Hawkins blasts O's as `negative'

Rockies contributor calls experience `bad'


October 29, 2007|By Dan Connolly | Dan Connolly,Sun reporter

DENVER -- In one calendar year, reliever LaTroy Hawkins has gone from an Orioles club stuck in a losing spiral to being a contributor on a Colorado Rockies' World Series team.

The move, he said, probably saved his career.

"Losing does something to you, it makes you start thinking that it is time to hang it up," said Hawkins, 34. "But coming over here with young guys who are very energetic and want to learn and are very passionate about what they do, makes you look like, `Yeah, I like that. I want to be a part of that.'"

Hawkins, who came to Baltimore in December 2005 in a trade with the San Francisco Giants for Steve Kline, said his Orioles experience was one of the most draining of his career. The negativity in the clubhouse, he said, was epidemic.

"Yeah, it was bad," Hawkins said. "I don't want to knock the Orioles, but it was just bad. Bad."

In Baltimore, he went 3-2 with a 4.48 ERA - his worst mark since 2001 - and then signed a one-year, $3.25 million deal (with a 2008 mutual option) with the Rockies. This season, he was 2-5 with a 3.42 ERA, shaving more than a run off his ERA despite moving to Coors Field. In five postseason appearances heading into last night, he had allowed just two hits and one run (1.80 ERA).

"When I walked away from Baltimore, I left that whole negative mentality behind," he said. "Losing definitely puts an emotional bind on you. They say winning cures everything. That is probably one of the most true statements ever made."

As for what he thinks the Orioles should do to change their losing ways, Hawkins said: "I'm not a GM, and they have [Andy] MacPhail over there now. He is a good guy. And I think [manager Dave] Trembley has done a great job trimming house."

1 game, 2 records

Game 3 Saturday night set both an impressive record and a dubious one. The game, the first in World Series history held in Denver, brought in $9,139,660 in gate receipts. The Series is on pace for the highest receipts in history. But not all the news was good news. The 10-5 Red Sox victory, which lasted four hours, 19 minutes and ended minutes before 1 a.m. Eastern Time, was the longest nine-inning World Series game ever played. It was five minutes longer than Game 4 of the 1993 World Series, a 15-14 Toronto win over Philadelphia.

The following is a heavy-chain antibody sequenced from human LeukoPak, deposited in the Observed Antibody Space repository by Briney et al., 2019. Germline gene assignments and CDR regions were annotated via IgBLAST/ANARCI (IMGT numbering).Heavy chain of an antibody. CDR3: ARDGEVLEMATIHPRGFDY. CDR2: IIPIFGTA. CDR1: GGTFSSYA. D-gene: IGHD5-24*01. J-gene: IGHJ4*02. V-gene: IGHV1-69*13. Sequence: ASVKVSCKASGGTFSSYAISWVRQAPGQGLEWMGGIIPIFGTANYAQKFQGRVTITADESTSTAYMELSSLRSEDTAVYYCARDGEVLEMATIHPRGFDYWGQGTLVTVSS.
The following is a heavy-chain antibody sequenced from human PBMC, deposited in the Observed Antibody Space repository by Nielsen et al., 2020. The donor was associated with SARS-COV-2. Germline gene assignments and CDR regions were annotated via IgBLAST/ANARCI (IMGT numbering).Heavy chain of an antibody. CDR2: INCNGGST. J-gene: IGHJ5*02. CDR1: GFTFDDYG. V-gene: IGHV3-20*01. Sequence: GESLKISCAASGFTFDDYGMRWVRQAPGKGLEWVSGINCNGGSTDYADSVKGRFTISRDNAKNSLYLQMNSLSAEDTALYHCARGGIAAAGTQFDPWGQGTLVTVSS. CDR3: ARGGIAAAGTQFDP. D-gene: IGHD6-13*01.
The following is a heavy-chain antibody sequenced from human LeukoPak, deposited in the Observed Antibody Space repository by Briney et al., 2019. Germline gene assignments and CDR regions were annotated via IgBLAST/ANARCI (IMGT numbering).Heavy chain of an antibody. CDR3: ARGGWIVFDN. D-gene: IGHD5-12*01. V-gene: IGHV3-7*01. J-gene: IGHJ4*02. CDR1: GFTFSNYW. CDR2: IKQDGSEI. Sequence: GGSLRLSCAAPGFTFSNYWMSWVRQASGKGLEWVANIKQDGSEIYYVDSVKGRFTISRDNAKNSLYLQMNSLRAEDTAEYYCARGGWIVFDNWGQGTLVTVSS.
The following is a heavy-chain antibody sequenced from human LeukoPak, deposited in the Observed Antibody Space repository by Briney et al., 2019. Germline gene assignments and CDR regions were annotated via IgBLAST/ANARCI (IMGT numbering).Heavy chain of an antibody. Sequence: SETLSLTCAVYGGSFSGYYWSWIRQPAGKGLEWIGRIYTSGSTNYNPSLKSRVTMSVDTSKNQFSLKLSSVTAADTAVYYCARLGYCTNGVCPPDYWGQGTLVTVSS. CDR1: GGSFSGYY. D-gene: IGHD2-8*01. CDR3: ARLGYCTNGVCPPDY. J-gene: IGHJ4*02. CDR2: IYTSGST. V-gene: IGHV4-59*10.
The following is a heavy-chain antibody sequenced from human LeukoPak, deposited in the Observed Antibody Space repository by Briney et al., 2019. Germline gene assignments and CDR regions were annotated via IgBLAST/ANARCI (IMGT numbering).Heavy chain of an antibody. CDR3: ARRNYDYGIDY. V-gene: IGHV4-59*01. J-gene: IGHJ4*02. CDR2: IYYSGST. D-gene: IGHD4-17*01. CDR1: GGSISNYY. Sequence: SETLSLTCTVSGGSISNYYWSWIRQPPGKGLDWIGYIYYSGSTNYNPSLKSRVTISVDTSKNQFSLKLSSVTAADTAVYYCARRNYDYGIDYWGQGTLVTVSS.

Award no show

Major League Baseball presented its annual Hank Aaron Award to the most outstanding offensive performers in each league yesterday at a news conference. Aaron was present and so was Milwaukee's young slugger and National League winner Prince Fielder. But the American League recipient, Yankees' third baseman Alex Rodriguez, didn't show because of "previous commitments," said baseball commissioner Bud Selig. No word whether those previous commitments had anything to do with Rodriguez's decision to opt out of his contract.

Around the horn

Boston's on-base percentage of .442 heading into last night was the highest World Series mark through three games. ... Country music star Trisha Yearwood sang the national anthem, and country group Lonestar sang "God Bless America." ... The Red Sox are the first team to have three different starters win the first three games of the World Series since the 1963 Los Angeles Dodgers (Sandy Koufax, Johnny Podres and Don Drysdale).


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